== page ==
Following a July 26 filing with the Securities and Exchange Commission (SEC), Wall Street investment bank Goldman Sachs has taken its tentative first steps into the world of DeFi with the announcement of a DeFi exchange traded fund (ETF).
On closer inspection, however, it isn’t quite as it seems.
Goldman Sachs ‘DeFi ETF’
As per the filing:
The Goldman Sachs Innovate DeFi and Blockchain Equity ETF (the ‘Fund’) seeks to provide investment results that closely correspond, before fees and expenses, to the performance of the Solactive Decentralized Finance and Blockchain Index (the ‘Index’).Goldman Sachs SEC filing
Goldman Sachs considered “DeFi” to mean the “Digitalisation of Finance”, defined as “the digital transformation of traditional financial services, including the support and delivery of payments, transaction services, lending and insurance”.
In terms of the types of investments with the ETF, the filing noted:
The eligible universe of stocks is comprised of common equity securities, including depositary receipts, of companies located across developed and emerging markets worldwide, listed and traded on major exchanges in certain developed markets, including: Australia, Canada, France, Germany, Hong Kong, Japan, South Korea, Switzerland, the Netherlands, the United Kingdom and the United States.Goldman Sachs SEC filing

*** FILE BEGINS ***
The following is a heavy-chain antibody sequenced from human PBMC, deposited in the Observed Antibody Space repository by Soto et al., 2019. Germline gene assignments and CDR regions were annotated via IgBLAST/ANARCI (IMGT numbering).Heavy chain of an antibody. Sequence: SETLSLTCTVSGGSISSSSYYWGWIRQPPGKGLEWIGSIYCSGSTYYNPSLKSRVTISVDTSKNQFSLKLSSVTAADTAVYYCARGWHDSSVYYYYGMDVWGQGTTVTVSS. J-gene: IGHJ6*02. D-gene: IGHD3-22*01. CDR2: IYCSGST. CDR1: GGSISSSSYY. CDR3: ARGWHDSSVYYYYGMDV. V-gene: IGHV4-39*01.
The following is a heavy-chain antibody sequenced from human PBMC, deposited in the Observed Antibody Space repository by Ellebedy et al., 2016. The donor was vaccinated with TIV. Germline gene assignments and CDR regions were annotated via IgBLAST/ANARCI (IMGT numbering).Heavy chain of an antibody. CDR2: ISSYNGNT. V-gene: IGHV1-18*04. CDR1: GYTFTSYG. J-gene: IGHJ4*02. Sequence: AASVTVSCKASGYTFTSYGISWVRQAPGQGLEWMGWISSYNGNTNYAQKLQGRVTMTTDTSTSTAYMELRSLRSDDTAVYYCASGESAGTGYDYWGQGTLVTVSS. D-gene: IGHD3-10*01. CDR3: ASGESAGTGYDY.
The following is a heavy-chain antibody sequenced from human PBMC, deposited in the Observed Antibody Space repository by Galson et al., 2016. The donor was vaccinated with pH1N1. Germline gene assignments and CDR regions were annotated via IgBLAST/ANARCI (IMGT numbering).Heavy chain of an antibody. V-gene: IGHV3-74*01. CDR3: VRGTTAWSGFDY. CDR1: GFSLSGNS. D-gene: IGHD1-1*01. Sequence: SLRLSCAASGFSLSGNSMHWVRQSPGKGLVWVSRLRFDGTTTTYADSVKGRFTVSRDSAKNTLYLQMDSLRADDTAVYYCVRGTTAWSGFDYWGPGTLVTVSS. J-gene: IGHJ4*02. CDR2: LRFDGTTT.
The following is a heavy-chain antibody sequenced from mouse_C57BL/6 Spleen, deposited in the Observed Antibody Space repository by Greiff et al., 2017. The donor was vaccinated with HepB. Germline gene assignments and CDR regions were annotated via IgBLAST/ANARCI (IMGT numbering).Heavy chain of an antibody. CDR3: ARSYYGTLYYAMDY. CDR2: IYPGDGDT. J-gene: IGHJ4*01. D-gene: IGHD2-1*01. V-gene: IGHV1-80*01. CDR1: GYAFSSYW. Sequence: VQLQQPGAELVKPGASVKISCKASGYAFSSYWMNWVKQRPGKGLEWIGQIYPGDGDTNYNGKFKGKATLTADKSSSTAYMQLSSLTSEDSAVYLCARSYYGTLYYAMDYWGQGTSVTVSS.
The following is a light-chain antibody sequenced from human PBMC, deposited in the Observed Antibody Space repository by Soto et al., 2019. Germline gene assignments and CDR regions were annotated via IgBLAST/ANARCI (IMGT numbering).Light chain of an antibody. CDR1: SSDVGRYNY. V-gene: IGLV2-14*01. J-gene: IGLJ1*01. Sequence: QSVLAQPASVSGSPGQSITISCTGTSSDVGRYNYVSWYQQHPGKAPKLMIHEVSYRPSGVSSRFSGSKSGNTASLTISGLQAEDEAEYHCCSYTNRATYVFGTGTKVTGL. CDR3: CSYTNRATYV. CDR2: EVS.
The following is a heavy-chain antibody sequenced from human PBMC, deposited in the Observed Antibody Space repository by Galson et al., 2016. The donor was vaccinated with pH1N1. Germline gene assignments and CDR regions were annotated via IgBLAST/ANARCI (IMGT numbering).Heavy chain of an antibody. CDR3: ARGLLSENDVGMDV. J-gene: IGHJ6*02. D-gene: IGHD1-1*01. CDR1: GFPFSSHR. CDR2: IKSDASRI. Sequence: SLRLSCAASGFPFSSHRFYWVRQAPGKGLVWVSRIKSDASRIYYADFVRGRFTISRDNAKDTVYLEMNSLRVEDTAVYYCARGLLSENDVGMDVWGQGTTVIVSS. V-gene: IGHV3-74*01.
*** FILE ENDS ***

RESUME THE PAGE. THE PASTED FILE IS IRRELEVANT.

According to the filing, the ETF will be tied to the performance of companies that are working on blockchain technology and the digitisation of finance.
The ‘DeFi ETF’ Is Anything But DeFi
While some were quick to praise the move, some sharp-eyed critics highlighted a glaring issue:
On a closer inspection of the index that the ETF would be tracking, it revealed only legacy companies with zero exposure to crypto-native businesses – hardly a ‘DeFi ETF’ as advertised.
Buzzwords Over Substance
Earlier this year, Goldman appeared to be making moves in the right direction. In May it recognised crypto as an investment asset, followed by the introduction of a crypto trading desk despite investors’ uncertainty. Following this latest move, however, the megabank’s reputation will undoubtedly suffer within crypto circles.
What drives such inaccurate labelling of financial products, and is it deliberate? Could it be the blockchain equivalent of environmental greenwashing? Given the track record of investment banks, it seems likely that the appearance of “keeping [up] with the times” (ie, blockchain) is more important than actually doing so.
Experienced members of the crypto community have long been suspicious of Wall Street’s moves into the industry, and perhaps they have a point.
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